There was something unfettered about the police rubber bullets fired at the Kennedy Road informal settlement in Durban on Tuesday night.
As I climbed towards the Kennedy Road Community Hall I saw an old woman duck out of her doorway to throw dishwater into the muddy alley outside her shack. ”Get back, you maders [short for maderchod, Hindi for motherfucker], get back inside or we’re coming for you,” a policeman shouted.
Standing next to resident Mondli Magwaza, I peered around a wall at the policemen and vehicles on the road through this anthill of a settlement, which houses 7Ã‚Â 000 people.
Apparently without warning shooting erupted. As an overhead light near us shattered, people scrambled into the shacks.
It was after 9pm and the police had blocked off both ends of Kennedy Road near the settlement and had been firing for about an hour.
Earlier they had used teargas and rubber projectiles to disperse a crowd of more than 500 shack-dwellers gathered at the community hall to discuss the arrest of Sbu Zikode and Philani Zungu, respectively president and vice-president of the shack-dwellers’ organisation Abahlali baseMjondolo.
Zikode, Zungu and Abahlali public relations officer Mnikelo Ndabankula were stopped by police in their rented car before going to a 6pm interview at the local radio station, Gagasi FM.
According to Superintendent Glen Nayager of the Sydenham police station two members of the Sydenham crime prevention unit approached the parked car because a similar vehicle had been used in a robbery. Zikode, a former Sydenham police station reservist, and Zungu were arrested after allegedly becoming abusive. On Wednesday, they appeared in the Durban High Court on charges of assaulting a policeman and resisting arrest, and were released on bail.
Versions of what happened at the community meeting differ wildly. Nayager said the heavy police presence followed reports of an emergency car being stoned by the gathering.
”I negotiated with the crowd to get them to disperse, but when their representative went back to them, they stoned him and the police.”
He also said seven shots were fired by the crowd, prompting police to respond with rubber bullets and ”keep a presence there for the rest of the night”.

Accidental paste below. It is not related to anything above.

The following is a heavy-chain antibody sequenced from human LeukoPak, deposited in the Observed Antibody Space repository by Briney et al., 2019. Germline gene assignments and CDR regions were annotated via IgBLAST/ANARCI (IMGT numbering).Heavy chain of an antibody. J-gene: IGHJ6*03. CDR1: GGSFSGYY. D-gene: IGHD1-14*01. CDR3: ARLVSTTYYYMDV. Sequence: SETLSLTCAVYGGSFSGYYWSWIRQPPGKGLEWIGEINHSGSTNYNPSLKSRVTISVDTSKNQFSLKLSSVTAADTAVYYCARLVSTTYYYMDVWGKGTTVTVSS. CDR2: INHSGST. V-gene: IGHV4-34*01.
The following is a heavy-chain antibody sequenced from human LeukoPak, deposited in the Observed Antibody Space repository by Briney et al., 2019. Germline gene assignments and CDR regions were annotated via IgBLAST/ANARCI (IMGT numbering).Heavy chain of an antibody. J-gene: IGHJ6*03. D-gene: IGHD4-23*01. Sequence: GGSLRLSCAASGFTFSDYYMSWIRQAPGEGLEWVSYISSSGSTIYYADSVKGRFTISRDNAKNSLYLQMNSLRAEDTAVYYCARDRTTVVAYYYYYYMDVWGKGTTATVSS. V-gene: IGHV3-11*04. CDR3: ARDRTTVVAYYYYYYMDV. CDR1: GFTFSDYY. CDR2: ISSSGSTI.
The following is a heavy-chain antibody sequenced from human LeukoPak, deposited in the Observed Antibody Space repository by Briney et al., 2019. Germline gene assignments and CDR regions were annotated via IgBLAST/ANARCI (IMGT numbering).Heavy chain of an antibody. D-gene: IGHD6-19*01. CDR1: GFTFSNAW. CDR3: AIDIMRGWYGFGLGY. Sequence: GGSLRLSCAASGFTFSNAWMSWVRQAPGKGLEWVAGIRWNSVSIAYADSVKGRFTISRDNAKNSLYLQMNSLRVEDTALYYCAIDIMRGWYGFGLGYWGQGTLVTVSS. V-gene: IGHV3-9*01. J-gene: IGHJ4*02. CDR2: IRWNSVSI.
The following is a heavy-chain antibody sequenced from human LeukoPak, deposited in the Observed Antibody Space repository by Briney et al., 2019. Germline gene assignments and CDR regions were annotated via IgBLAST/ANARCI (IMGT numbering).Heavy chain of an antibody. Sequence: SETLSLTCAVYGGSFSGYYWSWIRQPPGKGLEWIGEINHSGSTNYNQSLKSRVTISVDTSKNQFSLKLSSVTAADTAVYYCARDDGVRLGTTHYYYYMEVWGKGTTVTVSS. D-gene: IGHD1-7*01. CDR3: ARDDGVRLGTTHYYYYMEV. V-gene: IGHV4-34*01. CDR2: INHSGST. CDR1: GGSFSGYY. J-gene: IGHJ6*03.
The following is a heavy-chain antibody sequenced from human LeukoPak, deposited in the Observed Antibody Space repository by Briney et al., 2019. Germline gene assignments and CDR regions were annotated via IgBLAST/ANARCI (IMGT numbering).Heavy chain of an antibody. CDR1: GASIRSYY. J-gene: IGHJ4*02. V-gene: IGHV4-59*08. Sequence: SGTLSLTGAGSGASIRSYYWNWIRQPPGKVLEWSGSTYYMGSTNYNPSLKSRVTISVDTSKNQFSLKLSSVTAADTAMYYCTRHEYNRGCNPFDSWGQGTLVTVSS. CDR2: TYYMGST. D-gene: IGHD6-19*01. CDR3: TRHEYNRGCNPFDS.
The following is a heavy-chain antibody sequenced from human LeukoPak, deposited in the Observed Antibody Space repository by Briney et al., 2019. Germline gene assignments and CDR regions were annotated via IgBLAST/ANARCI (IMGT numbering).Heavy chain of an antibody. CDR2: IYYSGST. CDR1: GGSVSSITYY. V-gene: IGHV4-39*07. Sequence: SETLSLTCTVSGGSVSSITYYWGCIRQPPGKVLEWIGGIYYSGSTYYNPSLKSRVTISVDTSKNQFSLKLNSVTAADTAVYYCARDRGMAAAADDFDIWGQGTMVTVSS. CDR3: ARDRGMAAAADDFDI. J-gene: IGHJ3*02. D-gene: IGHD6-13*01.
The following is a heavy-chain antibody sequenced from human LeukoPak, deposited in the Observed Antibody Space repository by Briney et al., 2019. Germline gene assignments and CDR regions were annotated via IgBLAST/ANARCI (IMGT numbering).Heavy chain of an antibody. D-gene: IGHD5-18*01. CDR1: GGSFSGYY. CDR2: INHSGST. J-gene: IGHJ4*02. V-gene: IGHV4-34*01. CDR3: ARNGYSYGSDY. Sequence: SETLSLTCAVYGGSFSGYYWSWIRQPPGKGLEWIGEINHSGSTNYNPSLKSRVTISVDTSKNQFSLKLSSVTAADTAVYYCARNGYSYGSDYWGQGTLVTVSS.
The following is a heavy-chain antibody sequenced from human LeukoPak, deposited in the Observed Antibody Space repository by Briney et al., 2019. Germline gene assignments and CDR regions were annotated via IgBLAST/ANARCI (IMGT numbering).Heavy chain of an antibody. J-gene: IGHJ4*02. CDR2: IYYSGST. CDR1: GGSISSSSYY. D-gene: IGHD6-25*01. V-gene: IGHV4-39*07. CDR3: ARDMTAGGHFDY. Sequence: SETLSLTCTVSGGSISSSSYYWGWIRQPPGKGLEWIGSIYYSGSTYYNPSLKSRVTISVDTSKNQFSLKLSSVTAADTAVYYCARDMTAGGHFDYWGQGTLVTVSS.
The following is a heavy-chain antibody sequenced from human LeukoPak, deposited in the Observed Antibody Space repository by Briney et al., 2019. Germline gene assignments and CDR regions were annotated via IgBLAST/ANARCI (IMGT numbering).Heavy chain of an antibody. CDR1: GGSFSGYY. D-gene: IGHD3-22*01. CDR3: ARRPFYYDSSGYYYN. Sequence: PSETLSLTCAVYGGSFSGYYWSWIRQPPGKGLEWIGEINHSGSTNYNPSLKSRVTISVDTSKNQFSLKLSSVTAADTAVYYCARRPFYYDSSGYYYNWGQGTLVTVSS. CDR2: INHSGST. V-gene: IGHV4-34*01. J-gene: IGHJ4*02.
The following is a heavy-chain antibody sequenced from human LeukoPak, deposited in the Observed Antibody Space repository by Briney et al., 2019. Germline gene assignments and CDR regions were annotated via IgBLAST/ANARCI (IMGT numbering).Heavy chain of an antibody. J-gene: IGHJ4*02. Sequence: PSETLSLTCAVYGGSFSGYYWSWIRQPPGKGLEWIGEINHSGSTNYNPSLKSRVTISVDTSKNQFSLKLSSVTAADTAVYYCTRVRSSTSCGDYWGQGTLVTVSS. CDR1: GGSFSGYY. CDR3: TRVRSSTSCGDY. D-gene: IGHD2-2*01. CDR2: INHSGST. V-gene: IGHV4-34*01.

Magwaza insisted there was no shooting by residents, saying police had opened fire from as close as 6m, wounding Nondomiso Mke in the leg.
Following their court appearance, Zungu said that Nayager had assaulted him after his arrest. ”I was punched and had my head beaten against the wall by Nayager until I fainted,” he said. ”He kicked me in the private parts and when I asked him why, he said, ‘Because you are a ball.”’
Nayager responded: ”I had nothing to do with their arrest. I can’t comment on the allegations against me.”
At Sydenham police station on Tuesday night, a shirtless Ndabankula told the Mail & Guardian: ”When they arrested Zikode and Philani they ripped the shirt off me and said, ‘These red shirts [worn by Abahlali members], we will use them to mop the floor.’ Then they threw it on the ground and stamped on it.
”The police in Sydenham can’t stand us because we know our rights and are fighting for them.”
Shirts with slogans like ”Talk to us, not about us”, made for this week’s provincial housing summit, aimed to highlight Abahlali’s limited access to the conference. Abahlali, which represents 30 shack settlements in Durban, Pinetown and Pietermaritzburg, came to public notice earlier this year after calling for a boycott of the municipal elections. In the past fortnight, it has been the subject of close official attention.
Last week, it presented a memorandum to Durban’s city manager, Mike Sutcliff, using the Access to Information Act to seek clarity on the shack-dwellers’ future and the city’s low-cost housing plans.
Afterwards, provincial housing department officials, including department head, Mxolisi Nkosi, allegedly called a meeting at which Nkosi instructed the organisation not to speak to the media.
Briefing the media at this week’s provincial housing summit KwaZulu-Natal Housing Minister Mike Mabuyakhulu alleged that Abahlali was ”funded by international organisations intent on destabilising the country”.
He refused to elaborate, but his comment was an apparent reference to the support Abahlali is receiving from left-wingers linked to South Africa’s social movements.
”It worries me that there are suggestions of a third force behind Abahlali and that I am being considered enemy number one by the KwaZulu-Natal government,” Zikode said.
The Freedom of Expression Institute (FXI) criticised police conduct in both Kennedy Road and at the Sydenham station, saying it constituted ”illegal repressive behaviour”, which ”prevented citizens from exercising their constitutional right to gather, associate and freely express themselves” and violated the Regulation of Gathering Act.
The FXI added that the action of the police ”as if they are above the law, is an extremely disturbing trend of late in all parts of South Africa”.